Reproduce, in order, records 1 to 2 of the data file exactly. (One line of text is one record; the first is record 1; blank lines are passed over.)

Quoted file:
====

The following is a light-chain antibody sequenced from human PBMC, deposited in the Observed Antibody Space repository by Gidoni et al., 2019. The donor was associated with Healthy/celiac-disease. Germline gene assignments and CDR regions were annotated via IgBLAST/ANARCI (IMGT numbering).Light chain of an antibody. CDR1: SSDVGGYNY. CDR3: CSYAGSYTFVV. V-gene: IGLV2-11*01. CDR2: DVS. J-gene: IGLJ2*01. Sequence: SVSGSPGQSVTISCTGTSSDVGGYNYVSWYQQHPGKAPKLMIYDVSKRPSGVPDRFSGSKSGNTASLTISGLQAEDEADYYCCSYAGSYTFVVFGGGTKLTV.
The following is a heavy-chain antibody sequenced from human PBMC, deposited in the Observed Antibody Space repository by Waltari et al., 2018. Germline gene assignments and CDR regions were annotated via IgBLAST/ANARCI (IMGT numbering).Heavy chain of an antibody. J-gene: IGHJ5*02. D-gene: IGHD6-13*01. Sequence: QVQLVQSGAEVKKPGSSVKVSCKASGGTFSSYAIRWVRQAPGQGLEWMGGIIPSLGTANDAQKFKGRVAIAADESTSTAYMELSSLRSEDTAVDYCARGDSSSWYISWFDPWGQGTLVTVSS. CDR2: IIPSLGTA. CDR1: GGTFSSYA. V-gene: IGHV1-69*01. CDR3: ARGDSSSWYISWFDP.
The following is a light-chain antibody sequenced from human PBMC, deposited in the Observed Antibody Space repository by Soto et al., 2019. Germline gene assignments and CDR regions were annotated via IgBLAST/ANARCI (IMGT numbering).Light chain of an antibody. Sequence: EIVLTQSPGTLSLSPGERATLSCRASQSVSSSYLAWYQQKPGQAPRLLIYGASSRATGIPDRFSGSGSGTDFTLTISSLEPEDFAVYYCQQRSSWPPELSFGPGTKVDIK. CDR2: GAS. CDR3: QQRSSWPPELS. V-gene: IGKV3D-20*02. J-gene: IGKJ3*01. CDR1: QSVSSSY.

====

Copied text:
The following is a light-chain antibody sequenced from human PBMC, deposited in the Observed Antibody Space repository by Gidoni et al., 2019. The donor was associated with Healthy/celiac-disease. Germline gene assignments and CDR regions were annotated via IgBLAST/ANARCI (IMGT numbering).Light chain of an antibody. CDR1: SSDVGGYNY. CDR3: CSYAGSYTFVV. V-gene: IGLV2-11*01. CDR2: DVS. J-gene: IGLJ2*01. Sequence: SVSGSPGQSVTISCTGTSSDVGGYNYVSWYQQHPGKAPKLMIYDVSKRPSGVPDRFSGSKSGNTASLTISGLQAEDEADYYCCSYAGSYTFVVFGGGTKLTV.
The following is a heavy-chain antibody sequenced from human PBMC, deposited in the Observed Antibody Space repository by Waltari et al., 2018. Germline gene assignments and CDR regions were annotated via IgBLAST/ANARCI (IMGT numbering).Heavy chain of an antibody. J-gene: IGHJ5*02. D-gene: IGHD6-13*01. Sequence: QVQLVQSGAEVKKPGSSVKVSCKASGGTFSSYAIRWVRQAPGQGLEWMGGIIPSLGTANDAQKFKGRVAIAADESTSTAYMELSSLRSEDTAVDYCARGDSSSWYISWFDPWGQGTLVTVSS. CDR2: IIPSLGTA. CDR1: GGTFSSYA. V-gene: IGHV1-69*01. CDR3: ARGDSSSWYISWFDP.